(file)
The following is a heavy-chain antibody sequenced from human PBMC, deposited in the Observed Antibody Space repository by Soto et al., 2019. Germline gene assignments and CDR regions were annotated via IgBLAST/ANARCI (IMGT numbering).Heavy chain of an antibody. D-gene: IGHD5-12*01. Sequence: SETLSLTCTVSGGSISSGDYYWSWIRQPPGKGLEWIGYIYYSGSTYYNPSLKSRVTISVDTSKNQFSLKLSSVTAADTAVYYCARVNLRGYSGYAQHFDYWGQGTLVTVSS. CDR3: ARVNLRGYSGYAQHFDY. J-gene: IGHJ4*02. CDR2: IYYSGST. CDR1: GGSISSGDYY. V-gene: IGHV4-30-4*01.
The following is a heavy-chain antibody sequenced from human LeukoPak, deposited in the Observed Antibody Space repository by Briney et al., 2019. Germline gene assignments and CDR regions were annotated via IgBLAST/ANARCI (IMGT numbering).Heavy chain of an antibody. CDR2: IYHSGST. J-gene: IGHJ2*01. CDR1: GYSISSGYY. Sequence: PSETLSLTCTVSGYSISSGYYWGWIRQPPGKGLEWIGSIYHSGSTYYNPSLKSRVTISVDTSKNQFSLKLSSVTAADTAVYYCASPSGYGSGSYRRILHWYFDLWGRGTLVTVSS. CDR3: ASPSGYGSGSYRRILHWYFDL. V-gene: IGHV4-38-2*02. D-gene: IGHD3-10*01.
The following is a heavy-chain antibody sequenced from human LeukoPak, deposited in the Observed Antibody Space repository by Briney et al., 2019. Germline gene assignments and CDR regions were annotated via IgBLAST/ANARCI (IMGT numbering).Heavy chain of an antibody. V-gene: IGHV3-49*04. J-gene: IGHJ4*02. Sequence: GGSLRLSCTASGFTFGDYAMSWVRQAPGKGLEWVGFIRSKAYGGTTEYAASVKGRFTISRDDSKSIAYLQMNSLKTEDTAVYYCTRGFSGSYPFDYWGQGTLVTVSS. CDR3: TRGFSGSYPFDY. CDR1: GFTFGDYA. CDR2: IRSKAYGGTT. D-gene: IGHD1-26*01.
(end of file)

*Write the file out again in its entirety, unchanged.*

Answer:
The following is a heavy-chain antibody sequenced from human PBMC, deposited in the Observed Antibody Space repository by Soto et al., 2019. Germline gene assignments and CDR regions were annotated via IgBLAST/ANARCI (IMGT numbering).Heavy chain of an antibody. D-gene: IGHD5-12*01. Sequence: SETLSLTCTVSGGSISSGDYYWSWIRQPPGKGLEWIGYIYYSGSTYYNPSLKSRVTISVDTSKNQFSLKLSSVTAADTAVYYCARVNLRGYSGYAQHFDYWGQGTLVTVSS. CDR3: ARVNLRGYSGYAQHFDY. J-gene: IGHJ4*02. CDR2: IYYSGST. CDR1: GGSISSGDYY. V-gene: IGHV4-30-4*01.
The following is a heavy-chain antibody sequenced from human LeukoPak, deposited in the Observed Antibody Space repository by Briney et al., 2019. Germline gene assignments and CDR regions were annotated via IgBLAST/ANARCI (IMGT numbering).Heavy chain of an antibody. CDR2: IYHSGST. J-gene: IGHJ2*01. CDR1: GYSISSGYY. Sequence: PSETLSLTCTVSGYSISSGYYWGWIRQPPGKGLEWIGSIYHSGSTYYNPSLKSRVTISVDTSKNQFSLKLSSVTAADTAVYYCASPSGYGSGSYRRILHWYFDLWGRGTLVTVSS. CDR3: ASPSGYGSGSYRRILHWYFDL. V-gene: IGHV4-38-2*02. D-gene: IGHD3-10*01.
The following is a heavy-chain antibody sequenced from human LeukoPak, deposited in the Observed Antibody Space repository by Briney et al., 2019. Germline gene assignments and CDR regions were annotated via IgBLAST/ANARCI (IMGT numbering).Heavy chain of an antibody. V-gene: IGHV3-49*04. J-gene: IGHJ4*02. Sequence: GGSLRLSCTASGFTFGDYAMSWVRQAPGKGLEWVGFIRSKAYGGTTEYAASVKGRFTISRDDSKSIAYLQMNSLKTEDTAVYYCTRGFSGSYPFDYWGQGTLVTVSS. CDR3: TRGFSGSYPFDY. CDR1: GFTFGDYA. CDR2: IRSKAYGGTT. D-gene: IGHD1-26*01.